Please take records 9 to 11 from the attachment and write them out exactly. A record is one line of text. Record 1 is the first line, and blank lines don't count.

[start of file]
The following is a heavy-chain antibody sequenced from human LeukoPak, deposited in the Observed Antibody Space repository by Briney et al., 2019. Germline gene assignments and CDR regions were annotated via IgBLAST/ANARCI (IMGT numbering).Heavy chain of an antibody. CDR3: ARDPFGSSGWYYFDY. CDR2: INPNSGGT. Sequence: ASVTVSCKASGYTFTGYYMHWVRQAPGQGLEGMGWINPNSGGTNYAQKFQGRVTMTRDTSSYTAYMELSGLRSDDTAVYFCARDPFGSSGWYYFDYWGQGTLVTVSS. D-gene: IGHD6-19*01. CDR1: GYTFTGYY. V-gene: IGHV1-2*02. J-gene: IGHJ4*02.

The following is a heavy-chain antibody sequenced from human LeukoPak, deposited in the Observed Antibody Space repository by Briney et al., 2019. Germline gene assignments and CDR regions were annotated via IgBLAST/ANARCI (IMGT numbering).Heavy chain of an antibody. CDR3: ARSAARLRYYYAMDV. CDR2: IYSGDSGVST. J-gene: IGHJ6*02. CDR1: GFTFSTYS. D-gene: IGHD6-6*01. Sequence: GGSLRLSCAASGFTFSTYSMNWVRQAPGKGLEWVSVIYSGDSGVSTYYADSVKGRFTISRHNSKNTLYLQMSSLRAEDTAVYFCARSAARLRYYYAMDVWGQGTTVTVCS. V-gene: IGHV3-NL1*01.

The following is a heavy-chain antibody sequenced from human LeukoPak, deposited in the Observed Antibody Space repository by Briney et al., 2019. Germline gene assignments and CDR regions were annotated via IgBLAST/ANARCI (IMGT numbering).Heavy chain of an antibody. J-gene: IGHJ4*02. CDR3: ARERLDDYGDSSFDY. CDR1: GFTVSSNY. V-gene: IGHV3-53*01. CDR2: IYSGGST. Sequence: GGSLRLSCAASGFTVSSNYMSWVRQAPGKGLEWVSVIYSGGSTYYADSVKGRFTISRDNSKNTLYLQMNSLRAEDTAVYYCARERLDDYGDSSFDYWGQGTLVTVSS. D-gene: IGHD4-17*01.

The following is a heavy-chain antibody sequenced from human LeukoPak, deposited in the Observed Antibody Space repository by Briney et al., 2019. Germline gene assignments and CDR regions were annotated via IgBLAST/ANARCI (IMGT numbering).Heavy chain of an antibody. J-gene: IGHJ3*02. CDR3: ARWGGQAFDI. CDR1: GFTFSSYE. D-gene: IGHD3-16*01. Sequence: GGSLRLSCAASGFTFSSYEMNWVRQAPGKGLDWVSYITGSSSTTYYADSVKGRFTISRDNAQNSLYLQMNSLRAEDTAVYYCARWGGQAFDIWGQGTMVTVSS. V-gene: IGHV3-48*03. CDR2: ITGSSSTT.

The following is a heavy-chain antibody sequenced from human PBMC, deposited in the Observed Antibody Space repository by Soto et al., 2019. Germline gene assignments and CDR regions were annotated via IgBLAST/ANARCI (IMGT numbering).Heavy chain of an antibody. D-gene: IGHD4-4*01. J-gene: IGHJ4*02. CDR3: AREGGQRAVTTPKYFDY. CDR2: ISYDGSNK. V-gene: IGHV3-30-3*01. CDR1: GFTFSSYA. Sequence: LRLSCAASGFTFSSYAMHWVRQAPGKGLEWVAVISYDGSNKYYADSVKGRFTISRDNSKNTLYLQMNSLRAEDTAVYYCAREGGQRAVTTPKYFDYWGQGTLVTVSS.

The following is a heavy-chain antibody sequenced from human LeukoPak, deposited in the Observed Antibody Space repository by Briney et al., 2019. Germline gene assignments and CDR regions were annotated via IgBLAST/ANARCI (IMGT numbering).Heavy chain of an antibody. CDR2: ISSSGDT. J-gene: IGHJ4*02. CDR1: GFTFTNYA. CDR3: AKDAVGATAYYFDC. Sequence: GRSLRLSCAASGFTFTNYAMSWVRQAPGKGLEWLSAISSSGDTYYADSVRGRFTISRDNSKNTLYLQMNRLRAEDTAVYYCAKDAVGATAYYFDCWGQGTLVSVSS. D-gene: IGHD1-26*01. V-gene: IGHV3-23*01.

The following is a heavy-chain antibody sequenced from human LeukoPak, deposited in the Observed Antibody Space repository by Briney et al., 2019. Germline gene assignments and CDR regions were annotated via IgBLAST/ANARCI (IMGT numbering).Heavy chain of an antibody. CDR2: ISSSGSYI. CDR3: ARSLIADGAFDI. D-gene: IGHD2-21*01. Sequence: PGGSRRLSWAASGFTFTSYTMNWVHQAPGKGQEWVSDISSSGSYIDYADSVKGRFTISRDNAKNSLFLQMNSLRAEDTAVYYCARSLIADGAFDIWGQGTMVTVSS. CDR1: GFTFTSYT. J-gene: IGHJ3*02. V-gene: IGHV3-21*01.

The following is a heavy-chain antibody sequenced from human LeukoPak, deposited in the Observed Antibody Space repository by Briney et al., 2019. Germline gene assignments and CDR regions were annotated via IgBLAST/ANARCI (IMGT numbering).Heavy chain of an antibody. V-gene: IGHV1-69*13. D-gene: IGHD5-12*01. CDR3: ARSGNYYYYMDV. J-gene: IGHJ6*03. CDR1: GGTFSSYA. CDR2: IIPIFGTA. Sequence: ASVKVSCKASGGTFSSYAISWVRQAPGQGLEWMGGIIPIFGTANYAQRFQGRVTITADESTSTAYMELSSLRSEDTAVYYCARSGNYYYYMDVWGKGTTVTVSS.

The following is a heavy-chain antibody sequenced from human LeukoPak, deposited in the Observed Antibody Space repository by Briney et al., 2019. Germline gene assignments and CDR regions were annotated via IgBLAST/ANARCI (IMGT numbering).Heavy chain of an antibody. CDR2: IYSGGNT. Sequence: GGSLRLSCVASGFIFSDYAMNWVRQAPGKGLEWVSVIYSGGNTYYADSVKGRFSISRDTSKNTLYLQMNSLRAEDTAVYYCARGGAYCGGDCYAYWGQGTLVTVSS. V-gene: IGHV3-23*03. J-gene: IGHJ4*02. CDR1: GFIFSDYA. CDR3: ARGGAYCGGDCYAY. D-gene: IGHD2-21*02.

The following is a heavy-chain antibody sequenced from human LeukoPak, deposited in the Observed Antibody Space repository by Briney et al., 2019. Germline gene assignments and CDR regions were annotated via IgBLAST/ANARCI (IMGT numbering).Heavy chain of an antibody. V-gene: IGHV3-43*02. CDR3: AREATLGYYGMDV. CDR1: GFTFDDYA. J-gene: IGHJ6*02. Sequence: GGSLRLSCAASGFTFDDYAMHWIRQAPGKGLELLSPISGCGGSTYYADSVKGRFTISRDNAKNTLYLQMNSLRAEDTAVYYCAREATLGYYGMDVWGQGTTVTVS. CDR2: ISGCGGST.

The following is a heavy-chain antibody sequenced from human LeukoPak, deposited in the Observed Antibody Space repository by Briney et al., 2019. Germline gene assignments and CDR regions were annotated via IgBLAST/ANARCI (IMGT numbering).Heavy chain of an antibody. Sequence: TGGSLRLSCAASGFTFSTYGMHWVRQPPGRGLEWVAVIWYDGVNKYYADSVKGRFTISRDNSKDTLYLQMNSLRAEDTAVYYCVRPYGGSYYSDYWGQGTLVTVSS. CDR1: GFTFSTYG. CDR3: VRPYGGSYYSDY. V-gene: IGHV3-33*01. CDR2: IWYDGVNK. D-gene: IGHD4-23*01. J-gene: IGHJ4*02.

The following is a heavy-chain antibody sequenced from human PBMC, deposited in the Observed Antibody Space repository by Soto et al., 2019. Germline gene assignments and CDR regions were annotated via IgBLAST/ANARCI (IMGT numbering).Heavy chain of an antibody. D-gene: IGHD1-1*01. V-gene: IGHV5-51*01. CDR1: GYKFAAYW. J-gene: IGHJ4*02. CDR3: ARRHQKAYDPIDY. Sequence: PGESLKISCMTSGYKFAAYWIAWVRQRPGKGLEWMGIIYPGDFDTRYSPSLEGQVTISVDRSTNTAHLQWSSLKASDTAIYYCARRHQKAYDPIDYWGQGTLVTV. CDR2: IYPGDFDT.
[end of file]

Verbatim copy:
The following is a heavy-chain antibody sequenced from human LeukoPak, deposited in the Observed Antibody Space repository by Briney et al., 2019. Germline gene assignments and CDR regions were annotated via IgBLAST/ANARCI (IMGT numbering).Heavy chain of an antibody. CDR2: IYSGGNT. Sequence: GGSLRLSCVASGFIFSDYAMNWVRQAPGKGLEWVSVIYSGGNTYYADSVKGRFSISRDTSKNTLYLQMNSLRAEDTAVYYCARGGAYCGGDCYAYWGQGTLVTVSS. V-gene: IGHV3-23*03. J-gene: IGHJ4*02. CDR1: GFIFSDYA. CDR3: ARGGAYCGGDCYAY. D-gene: IGHD2-21*02.

The following is a heavy-chain antibody sequenced from human LeukoPak, deposited in the Observed Antibody Space repository by Briney et al., 2019. Germline gene assignments and CDR regions were annotated via IgBLAST/ANARCI (IMGT numbering).Heavy chain of an antibody. V-gene: IGHV3-43*02. CDR3: AREATLGYYGMDV. CDR1: GFTFDDYA. J-gene: IGHJ6*02. Sequence: GGSLRLSCAASGFTFDDYAMHWIRQAPGKGLELLSPISGCGGSTYYADSVKGRFTISRDNAKNTLYLQMNSLRAEDTAVYYCAREATLGYYGMDVWGQGTTVTVS. CDR2: ISGCGGST.

The following is a heavy-chain antibody sequenced from human LeukoPak, deposited in the Observed Antibody Space repository by Briney et al., 2019. Germline gene assignments and CDR regions were annotated via IgBLAST/ANARCI (IMGT numbering).Heavy chain of an antibody. Sequence: TGGSLRLSCAASGFTFSTYGMHWVRQPPGRGLEWVAVIWYDGVNKYYADSVKGRFTISRDNSKDTLYLQMNSLRAEDTAVYYCVRPYGGSYYSDYWGQGTLVTVSS. CDR1: GFTFSTYG. CDR3: VRPYGGSYYSDY. V-gene: IGHV3-33*01. CDR2: IWYDGVNK. D-gene: IGHD4-23*01. J-gene: IGHJ4*02.